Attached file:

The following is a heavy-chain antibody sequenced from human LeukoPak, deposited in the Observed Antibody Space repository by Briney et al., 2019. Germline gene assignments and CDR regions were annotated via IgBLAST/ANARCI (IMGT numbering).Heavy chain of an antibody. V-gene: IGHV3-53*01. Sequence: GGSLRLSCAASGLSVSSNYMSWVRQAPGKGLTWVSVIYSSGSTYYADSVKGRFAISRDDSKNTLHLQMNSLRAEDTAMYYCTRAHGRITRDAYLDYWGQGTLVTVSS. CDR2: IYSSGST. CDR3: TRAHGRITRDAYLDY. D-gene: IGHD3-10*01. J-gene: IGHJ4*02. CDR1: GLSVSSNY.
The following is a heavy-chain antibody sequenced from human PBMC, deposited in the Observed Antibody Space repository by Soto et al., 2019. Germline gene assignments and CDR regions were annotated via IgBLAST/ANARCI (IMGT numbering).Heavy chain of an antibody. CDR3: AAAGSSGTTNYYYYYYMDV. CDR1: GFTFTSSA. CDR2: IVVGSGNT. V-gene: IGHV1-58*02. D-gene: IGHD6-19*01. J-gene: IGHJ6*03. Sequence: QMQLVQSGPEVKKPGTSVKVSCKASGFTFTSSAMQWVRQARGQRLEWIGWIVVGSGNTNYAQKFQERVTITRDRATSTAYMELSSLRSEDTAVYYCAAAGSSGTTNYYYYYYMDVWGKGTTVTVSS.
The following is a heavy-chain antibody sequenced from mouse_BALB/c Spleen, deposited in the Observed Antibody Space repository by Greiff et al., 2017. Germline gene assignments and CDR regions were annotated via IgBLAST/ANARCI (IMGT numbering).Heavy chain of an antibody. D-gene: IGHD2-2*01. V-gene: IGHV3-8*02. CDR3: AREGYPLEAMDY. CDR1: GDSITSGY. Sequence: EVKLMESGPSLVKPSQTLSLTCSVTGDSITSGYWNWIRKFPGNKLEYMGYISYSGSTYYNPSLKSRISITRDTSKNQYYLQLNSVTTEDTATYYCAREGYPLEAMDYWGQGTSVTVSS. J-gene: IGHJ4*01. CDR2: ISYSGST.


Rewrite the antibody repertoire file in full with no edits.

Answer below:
The following is a heavy-chain antibody sequenced from human LeukoPak, deposited in the Observed Antibody Space repository by Briney et al., 2019. Germline gene assignments and CDR regions were annotated via IgBLAST/ANARCI (IMGT numbering).Heavy chain of an antibody. V-gene: IGHV3-53*01. Sequence: GGSLRLSCAASGLSVSSNYMSWVRQAPGKGLTWVSVIYSSGSTYYADSVKGRFAISRDDSKNTLHLQMNSLRAEDTAMYYCTRAHGRITRDAYLDYWGQGTLVTVSS. CDR2: IYSSGST. CDR3: TRAHGRITRDAYLDY. D-gene: IGHD3-10*01. J-gene: IGHJ4*02. CDR1: GLSVSSNY.
The following is a heavy-chain antibody sequenced from human PBMC, deposited in the Observed Antibody Space repository by Soto et al., 2019. Germline gene assignments and CDR regions were annotated via IgBLAST/ANARCI (IMGT numbering).Heavy chain of an antibody. CDR3: AAAGSSGTTNYYYYYYMDV. CDR1: GFTFTSSA. CDR2: IVVGSGNT. V-gene: IGHV1-58*02. D-gene: IGHD6-19*01. J-gene: IGHJ6*03. Sequence: QMQLVQSGPEVKKPGTSVKVSCKASGFTFTSSAMQWVRQARGQRLEWIGWIVVGSGNTNYAQKFQERVTITRDRATSTAYMELSSLRSEDTAVYYCAAAGSSGTTNYYYYYYMDVWGKGTTVTVSS.
The following is a heavy-chain antibody sequenced from mouse_BALB/c Spleen, deposited in the Observed Antibody Space repository by Greiff et al., 2017. Germline gene assignments and CDR regions were annotated via IgBLAST/ANARCI (IMGT numbering).Heavy chain of an antibody. D-gene: IGHD2-2*01. V-gene: IGHV3-8*02. CDR3: AREGYPLEAMDY. CDR1: GDSITSGY. Sequence: EVKLMESGPSLVKPSQTLSLTCSVTGDSITSGYWNWIRKFPGNKLEYMGYISYSGSTYYNPSLKSRISITRDTSKNQYYLQLNSVTTEDTATYYCAREGYPLEAMDYWGQGTSVTVSS. J-gene: IGHJ4*01. CDR2: ISYSGST.